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How to Care for a Donut Peach Tree

By Barbara Fahs ; Updated September 21, 2017
The donut peach looks different from other peaches.

The so-called donut peach tree is a freestone heirloom variety with unusual flattened fruit. The tree grows as tall as 20 feet and produces fruit with a mild, yet sweet flavor. It tolerates below-zero temperatures and is appropriate for gardens in USDA climate zones 5 through 8. When you plant your tree, make sure the area receives full sun and has well-draining, mostly sandy soil. Also ensure that the mature tree will have an area at least 20 to 25 feet from other trees or buildings.

Prune bare root trees to an open center before you plant. This involves cutting the main central trunk to within 3 feet of ground level and pruning off all but two or three of the side branches to the trunk.

Fertilize newly planted trees with a plant food that is high in phosphorus to encourage strong roots. Phosphorus is indicated on fertilizer packages as the second number in the N-P-K reading. For example, a plant food having an N-P-K ratio of 10-20-10 is high in phosphorus. Follow label instructions for correct mixing and application. Fertilize mature trees in March and May, using about 1 lb. of a plant food with an N-P-K ratio of 10-10-10.

Water your peach tree by flooding the root zone once or twice each week during its active summer growing season. You can help keep the soil moist if you spread a thick, 3-inch layer of mulch around the trunk. Mulch made from tree bark is recommended.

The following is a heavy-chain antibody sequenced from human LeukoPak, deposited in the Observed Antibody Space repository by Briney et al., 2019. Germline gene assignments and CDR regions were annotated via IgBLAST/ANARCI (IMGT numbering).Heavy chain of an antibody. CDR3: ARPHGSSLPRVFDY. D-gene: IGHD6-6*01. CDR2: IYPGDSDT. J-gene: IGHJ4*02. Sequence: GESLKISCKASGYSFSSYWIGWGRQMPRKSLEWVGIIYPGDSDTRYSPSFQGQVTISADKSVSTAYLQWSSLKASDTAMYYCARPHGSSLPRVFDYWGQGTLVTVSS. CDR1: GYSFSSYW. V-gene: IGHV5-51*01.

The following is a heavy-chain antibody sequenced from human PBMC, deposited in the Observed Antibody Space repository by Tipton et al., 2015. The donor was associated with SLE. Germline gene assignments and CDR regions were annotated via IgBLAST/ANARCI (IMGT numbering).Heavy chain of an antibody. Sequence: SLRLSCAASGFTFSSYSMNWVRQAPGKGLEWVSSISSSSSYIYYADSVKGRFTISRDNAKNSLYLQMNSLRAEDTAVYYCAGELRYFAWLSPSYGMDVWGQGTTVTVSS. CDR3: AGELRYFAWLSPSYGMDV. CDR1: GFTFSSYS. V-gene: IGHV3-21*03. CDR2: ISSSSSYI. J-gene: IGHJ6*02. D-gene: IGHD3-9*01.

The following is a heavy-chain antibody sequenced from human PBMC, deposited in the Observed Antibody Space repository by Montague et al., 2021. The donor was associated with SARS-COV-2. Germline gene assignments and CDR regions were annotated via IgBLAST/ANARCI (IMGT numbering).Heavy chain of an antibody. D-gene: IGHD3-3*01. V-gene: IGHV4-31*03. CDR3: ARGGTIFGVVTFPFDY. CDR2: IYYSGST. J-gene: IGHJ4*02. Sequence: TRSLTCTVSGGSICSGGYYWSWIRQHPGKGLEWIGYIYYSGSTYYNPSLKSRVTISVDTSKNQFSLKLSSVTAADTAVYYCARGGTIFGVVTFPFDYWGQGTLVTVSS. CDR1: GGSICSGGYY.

Spray your donut peach tree during its winter dormant period in January and February with a copper fungicide to keep it safe from the disease called peach leaf curl.

Thin forming peaches about one month after your tree flowers to encourage better, large fruit and to prevent branches from breaking under the weight of too many peaches.

Harvest your donut peaches when they feel slightly soft: in most regions, donut peaches ripen in July. They will also have a reddish-orange color and reach about 3 inches in width.

 

Things You Will Need

  • Pruning shears
  • High phosphorus fertilizer
  • 10-10-10 fertilizer
  • Mulch
  • Copper fungicide spray

About the Author

 

Barbara Fahs lives on Hawaii island, where she has created Hi'iaka's Healing Herb Garden. Fahs wrote "Super Simple Guide to Creating Hawaiian Gardens" and has been a professional writer since 1984. She contributes to "Big Island Weekly," "Ke Ola" magazine and various websites. She earned her Bachelor of Arts at University of California, Santa Barbara and her Master of Arts from San Jose State University.